Delay of game: City Council Member Mark Russell caps ‘interesting’ season as football official

single-meta-cal December 28, 2017

Speeding toward the emergency room at Huntsville Hospital on Aug. 25, it would have been almost inconceivable to imagine how Mark Russell would end his football season.

Yet there he was, whistle at the ready, poised along the sideline at the 20-yard line at Bryant-Denny Stadium on Wednesday, Dec. 6, butterflies doing their typical pregame flight patterns inside his stomach as he awaited the opening kickoff.

After that first game, there were a lot of changes in my life.”

Russell, who serves as District Two’s representative on the Huntsville City Council and is currently serving as Council president, was for the sixth time in his officiating career working a state championship game. In this case, it was the Class 7 Alabama High School Athletic Association title game between Hoover and McGill-Toolen.

But it was the first time Russell had worked a state championship game as a heart attack victim, an eye-opening, pivotal event for a man of 54.

“It was definitely an interesting season for me,” says Russell, sitting in his seventh-floor City Hall office. “It started off in a really hard way. And after that first game, there were a lot of changes in my life.”

Heart attack in season opener

His heart episode, which took place during the season-opening game between Madison Academy and The McCallie School of Chattanooga, could have been devastating. But Paulette Berryman, a cardiac care nurse, was on the sidelines. She is Madison Academy’s (MA) football photographer and her husband Mark is an MA assistant coach. When she saw Russell fall to the ground, she responded immediately.

As Russell would later tweet, “God put Paulette next to me at the game.”

(Berryman was invited to be guest speaker for the North Alabama Football Officials Association annual banquet and was presented “honorary official” recognition.)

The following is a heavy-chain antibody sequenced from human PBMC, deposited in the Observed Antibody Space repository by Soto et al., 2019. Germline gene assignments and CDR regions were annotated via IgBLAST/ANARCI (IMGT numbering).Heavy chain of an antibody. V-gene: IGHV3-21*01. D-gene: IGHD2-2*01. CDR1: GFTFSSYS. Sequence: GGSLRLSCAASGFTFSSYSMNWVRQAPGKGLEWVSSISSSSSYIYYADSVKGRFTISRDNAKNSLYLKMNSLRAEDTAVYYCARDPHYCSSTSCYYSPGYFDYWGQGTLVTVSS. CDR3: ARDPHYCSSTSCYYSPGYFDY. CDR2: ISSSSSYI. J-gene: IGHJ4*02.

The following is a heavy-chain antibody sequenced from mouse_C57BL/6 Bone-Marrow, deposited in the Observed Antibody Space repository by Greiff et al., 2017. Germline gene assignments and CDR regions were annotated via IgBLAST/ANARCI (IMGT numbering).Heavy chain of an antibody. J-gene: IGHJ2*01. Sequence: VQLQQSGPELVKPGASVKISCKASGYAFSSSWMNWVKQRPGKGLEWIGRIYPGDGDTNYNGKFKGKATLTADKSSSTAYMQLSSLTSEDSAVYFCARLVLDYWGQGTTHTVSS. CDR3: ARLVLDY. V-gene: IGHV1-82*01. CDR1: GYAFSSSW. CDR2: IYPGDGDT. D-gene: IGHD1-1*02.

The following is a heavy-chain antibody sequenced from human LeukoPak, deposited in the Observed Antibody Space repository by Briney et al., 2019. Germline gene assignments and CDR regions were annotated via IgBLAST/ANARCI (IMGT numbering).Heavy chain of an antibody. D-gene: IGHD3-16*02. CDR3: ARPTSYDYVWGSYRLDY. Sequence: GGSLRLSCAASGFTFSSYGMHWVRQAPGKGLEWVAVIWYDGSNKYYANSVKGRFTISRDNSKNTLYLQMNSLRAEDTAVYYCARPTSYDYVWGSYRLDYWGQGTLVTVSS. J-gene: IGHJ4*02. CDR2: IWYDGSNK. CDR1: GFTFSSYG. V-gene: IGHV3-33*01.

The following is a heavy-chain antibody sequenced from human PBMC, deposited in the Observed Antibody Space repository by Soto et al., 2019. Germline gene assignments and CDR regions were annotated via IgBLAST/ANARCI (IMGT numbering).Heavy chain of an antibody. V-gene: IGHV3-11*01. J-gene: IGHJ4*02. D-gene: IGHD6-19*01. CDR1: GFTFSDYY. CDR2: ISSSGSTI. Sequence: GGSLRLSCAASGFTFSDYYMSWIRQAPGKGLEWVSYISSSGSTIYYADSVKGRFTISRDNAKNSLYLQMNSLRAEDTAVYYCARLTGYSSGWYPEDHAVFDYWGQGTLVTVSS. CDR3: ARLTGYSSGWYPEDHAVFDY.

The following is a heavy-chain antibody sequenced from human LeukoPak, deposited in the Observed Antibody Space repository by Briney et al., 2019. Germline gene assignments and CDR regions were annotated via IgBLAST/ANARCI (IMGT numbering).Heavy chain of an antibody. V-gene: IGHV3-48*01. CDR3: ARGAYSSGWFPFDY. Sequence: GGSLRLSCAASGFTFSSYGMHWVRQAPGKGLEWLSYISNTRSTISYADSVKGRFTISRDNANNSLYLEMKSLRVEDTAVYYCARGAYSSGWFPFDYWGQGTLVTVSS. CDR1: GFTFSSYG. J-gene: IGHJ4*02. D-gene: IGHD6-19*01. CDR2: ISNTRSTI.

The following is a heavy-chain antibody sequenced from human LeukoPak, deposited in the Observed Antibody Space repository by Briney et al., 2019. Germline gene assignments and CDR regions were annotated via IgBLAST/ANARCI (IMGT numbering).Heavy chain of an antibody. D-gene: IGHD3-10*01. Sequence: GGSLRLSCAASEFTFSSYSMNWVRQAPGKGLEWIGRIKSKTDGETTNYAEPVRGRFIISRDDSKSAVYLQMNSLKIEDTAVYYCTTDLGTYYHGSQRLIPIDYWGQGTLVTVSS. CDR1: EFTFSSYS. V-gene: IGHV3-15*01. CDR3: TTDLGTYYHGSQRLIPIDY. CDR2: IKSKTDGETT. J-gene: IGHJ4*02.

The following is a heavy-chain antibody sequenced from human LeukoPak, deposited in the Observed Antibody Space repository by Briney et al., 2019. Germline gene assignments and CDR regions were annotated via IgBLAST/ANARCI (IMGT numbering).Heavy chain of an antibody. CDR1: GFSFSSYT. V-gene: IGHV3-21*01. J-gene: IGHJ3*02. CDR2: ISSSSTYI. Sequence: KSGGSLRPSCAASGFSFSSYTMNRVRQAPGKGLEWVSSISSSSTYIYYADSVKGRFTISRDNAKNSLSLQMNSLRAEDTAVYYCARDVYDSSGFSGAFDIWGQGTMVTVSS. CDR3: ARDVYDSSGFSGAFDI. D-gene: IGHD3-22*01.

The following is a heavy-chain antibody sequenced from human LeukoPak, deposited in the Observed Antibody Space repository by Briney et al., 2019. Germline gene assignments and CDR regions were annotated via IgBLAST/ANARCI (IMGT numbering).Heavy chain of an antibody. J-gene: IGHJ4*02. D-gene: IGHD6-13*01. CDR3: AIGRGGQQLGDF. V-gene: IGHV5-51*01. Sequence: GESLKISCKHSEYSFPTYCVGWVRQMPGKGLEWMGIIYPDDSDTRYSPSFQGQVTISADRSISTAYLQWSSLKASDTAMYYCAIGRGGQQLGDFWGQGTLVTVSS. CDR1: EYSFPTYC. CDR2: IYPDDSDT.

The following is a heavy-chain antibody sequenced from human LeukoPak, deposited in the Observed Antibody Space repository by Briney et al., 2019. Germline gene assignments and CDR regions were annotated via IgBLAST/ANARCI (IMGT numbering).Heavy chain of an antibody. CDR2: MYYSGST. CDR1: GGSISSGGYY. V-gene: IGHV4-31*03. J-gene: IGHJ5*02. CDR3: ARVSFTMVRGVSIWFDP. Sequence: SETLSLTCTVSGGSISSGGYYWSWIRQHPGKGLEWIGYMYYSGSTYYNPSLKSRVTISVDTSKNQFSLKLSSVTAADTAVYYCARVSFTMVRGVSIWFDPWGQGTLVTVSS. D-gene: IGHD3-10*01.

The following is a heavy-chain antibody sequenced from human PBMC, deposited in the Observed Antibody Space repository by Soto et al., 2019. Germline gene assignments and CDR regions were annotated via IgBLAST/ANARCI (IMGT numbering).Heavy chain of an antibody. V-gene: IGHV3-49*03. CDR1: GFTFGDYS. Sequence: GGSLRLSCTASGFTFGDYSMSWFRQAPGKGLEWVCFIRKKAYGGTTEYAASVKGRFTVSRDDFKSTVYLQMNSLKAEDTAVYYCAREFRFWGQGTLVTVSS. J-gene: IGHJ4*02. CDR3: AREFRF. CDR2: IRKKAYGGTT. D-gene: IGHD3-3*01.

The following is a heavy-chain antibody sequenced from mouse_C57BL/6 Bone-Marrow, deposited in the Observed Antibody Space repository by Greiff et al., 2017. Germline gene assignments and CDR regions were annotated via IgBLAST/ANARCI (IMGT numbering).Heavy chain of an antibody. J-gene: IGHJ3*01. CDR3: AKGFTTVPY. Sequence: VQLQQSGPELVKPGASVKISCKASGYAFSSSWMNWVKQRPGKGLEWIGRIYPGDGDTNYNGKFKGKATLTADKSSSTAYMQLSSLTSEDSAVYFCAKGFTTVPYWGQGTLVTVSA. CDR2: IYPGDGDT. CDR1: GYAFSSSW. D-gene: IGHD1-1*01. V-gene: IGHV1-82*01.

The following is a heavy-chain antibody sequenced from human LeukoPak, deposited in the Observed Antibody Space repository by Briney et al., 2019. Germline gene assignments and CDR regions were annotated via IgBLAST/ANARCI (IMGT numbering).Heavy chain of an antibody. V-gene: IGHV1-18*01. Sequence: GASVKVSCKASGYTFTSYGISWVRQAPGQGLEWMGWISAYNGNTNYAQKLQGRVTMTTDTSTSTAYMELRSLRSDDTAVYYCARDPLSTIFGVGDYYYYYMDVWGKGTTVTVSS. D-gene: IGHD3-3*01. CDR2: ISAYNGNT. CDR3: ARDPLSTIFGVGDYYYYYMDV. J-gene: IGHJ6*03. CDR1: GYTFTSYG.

A HEMSI crew and trainers from both teams gathered to help. Russell was rushed to the hospital and a stent was placed in his chest.

Doctors told him to take two weeks off; his wife April suggested he should take two more off. So after missing two games, he was back in his stripes, working as electric clock operator for two weeks. Then, a month after his heart attack, he was back on the field as head linesman. (That’s the officiating position on the line of scrimmage, working on the sideline where the line-to-gain chain and down marker are located. And, not incidentally, in closest earshot to the home team’s head coach. After a brush with death, suddenly a constantly chirping coach is a piece of cake.)

With April’s encouragement, Russell improved his diet and has dropped 20 pounds. He was never terribly out of shape and had been training during the summer to be ready for the season, but doctors told him his heart problem was likely more hereditary than anything else.

Things were kept light-hearted

Every time he took the field, he was aware of what happened but reminded himself that being a little out of breath had more to do with chasing somebody’s 40-yard run around the end than it did a heart problem.

Mostly things were, well, light-hearted.

An official who has had paramedic training was assigned to his crew for several weeks, “so that was kind of a running joke,” Russell says. At each game site, he’d introduce himself to the HEMSI crew. Many of the team trainers already knew him and “they’d say they weren’t going to give me mouth-to-mouth if I went down. The other trainer would have to do that.”

Then came “the honor and the thrill” of another selection to a championship game.

“It was just a good feeling being out there,” he says. “Being in a large stadium like Bryant-Denny is neat, to be on a field where you’ve seen so many college games. Standing on the field, looking up at the video board, then seeing all the seats and how often I sat there was really fun.”

Even though it was his sixth championship game, and even though the officials aim to stay out of the limelight and have things focused on the players, Russell couldn’t help feel a little extra satisfaction this time.

“This year, it was really special to me,” he says. “It capped the season in the right way after it started out really bad for me.”